Last year, we started banging the drum about the need for software companies to place a Chief Monetization Officer—we call it the CMzO—within their senior management ranks. Our argument then, and even more so now, is driven by the dynamics of how software today is sold and delivered, the availability of data on how individual customers use and gain value from software, and the impact those factors can have on company performance, sales, and valuation. In short, software monetization has become so complex and intertwined, and so relevant to the company’s success, that a high-level executive with a sole focus on it is now necessary.
Read more about the need for a CMzO, the reasons why these needs are best met with a dedicated CMzO, and the importance of a CMzO for software investors.
While reactions to this CMzO call-to-action covered the range from enthusiasm to cynicism (not everybody loves change, right?), most of the software leaders we heard from wanted to learn more about how a CMzO role would be structured, and its fit within the rest of the organization.
Five Areas of Focus for the Chief Monetization Officer
Ultimately, the CMzO should be the keeper of the business model; the executive who will oversee how it is set, adjusted and optimized, and integrated into all areas of the company. Here are some of the key elements of the CMzO’s role:
- Put the monetization system in place – The CMzO will lead the company through the process of establishing a comprehensive monetization model. This involves deep dives into how customers use and derive commercial value from the software and how that varies for different types of customers, as well as the company’s competitive environment and sales infrastructure. The model must address each of the three core elements of software monetization:
- Licensing: The metrics around which products are sold (e.g., number of users, transactions); what’s included, payment terms and timing.
- Packaging: How products, features and services are configured and offered to customers.
- Pricing: The amount to be paid, along with parameters for discounting and other incentives.
- Build a monetization team – The nature of the software industry requires monetization models to be dynamic, able to adjust as product features, market conditions and customer needs evolve. The CMzO must build the capacity—including the people and tools–to monitor, analyze and adapt to these changes.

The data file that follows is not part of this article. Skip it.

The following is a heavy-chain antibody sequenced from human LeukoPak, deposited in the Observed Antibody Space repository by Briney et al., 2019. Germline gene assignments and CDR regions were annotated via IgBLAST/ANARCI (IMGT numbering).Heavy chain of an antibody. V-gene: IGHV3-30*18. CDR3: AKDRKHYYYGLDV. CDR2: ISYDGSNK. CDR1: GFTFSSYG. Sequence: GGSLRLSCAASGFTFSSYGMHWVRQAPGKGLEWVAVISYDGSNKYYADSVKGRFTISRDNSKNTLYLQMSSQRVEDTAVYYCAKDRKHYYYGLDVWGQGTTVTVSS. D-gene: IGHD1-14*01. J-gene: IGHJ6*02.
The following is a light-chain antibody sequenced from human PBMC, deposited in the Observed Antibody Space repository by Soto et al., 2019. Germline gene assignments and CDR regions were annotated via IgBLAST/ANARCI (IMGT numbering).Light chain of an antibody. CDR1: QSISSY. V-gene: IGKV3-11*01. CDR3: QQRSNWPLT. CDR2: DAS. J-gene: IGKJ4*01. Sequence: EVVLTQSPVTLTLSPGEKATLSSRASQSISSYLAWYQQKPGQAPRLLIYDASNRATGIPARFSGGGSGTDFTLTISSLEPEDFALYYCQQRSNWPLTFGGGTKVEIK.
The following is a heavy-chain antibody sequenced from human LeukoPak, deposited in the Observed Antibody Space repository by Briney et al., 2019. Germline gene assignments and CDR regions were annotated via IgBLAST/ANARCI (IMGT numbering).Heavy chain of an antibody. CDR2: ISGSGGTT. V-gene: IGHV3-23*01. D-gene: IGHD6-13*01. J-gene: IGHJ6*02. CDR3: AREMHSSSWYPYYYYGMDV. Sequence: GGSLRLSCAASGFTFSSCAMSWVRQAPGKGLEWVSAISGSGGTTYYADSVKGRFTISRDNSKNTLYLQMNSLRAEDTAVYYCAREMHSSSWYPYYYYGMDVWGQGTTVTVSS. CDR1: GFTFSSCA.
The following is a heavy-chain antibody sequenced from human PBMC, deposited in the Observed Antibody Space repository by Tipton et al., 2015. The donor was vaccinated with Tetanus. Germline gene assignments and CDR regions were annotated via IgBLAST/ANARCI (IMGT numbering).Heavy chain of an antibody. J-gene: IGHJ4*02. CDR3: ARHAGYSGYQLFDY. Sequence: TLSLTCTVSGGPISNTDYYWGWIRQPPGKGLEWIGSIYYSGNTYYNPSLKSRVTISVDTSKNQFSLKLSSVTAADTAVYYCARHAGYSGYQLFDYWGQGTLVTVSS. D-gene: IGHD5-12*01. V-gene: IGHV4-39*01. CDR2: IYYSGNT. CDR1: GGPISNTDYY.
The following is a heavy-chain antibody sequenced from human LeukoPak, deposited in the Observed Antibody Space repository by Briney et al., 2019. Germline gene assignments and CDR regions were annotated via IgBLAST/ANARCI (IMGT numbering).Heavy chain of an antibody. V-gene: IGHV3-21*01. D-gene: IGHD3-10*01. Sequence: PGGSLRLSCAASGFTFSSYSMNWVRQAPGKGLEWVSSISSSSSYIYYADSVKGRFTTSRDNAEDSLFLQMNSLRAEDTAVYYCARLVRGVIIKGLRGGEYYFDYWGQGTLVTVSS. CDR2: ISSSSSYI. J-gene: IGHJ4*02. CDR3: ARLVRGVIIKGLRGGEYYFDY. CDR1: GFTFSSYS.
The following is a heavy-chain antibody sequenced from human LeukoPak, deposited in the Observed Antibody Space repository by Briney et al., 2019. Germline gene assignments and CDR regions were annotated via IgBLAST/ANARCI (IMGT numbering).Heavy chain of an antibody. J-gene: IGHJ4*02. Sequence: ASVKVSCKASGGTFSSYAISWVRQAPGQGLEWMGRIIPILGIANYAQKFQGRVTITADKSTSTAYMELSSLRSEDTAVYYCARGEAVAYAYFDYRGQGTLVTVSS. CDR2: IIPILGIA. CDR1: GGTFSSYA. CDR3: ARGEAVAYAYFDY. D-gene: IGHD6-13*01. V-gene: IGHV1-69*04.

- Mitigate risk as the model changes – A critical role for the CMzO is to ensure that changes to the monetization model do not lead to unintended negative consequences. The monetization team must develop the capacity to simulate and test changes so that potential issues can be identified in advance.
- Forge alignment throughout the organization – One of the key reasons for software companies to establish a CMzO position is to have a platform from which monetization objectives can be driven through the entire company. When monetization is a subset of another functional area, it is much harder to resolve conflicts between the monetization strategy and narrowly focused interests. For example, when monetization is under the domain of the Chief Revenue Officer—as it currently is in many software companies—it is difficult to control out-of-model discounting when the CRO is also beholden to that quarter’s revenue goals. The CMzO will collaborate with all departments to ensure everyone is aligned with the adopted monetization model.
- Establish priorities within the product roadmap – A prime example of the need to align all departments with monetization objectives is found in product development. Often features or enhancements are designed into the software based on customer requests, competitive advances or even a developer’s desire to bring a cool idea to life (a software CEO friend of mine called this the “Neat Sh*t Syndrome”). While these can be critical inputs, the CMzO will apply real use data and customer experience research to ensure the product roadmap—and the cadence of new releases–is guided foremost by monetization objectives. This not only enhances corporate performance, but also keeps the code base from becoming bloated with non-productive features.
Is your company ready for a Chief Monetization Officer?
As the concept of a Chief Monetization Officer gains traction, the gap between high-performing and average-performing companies will widen, an outcome that will not go unnoticed by software investors. From monetization strategies and your sales team to data insights and data teams, a CMzO can make a positive impact on more than just revenue. Software companies can help themselves by seriously considering the CMzO role within their organizations—sooner rather than later.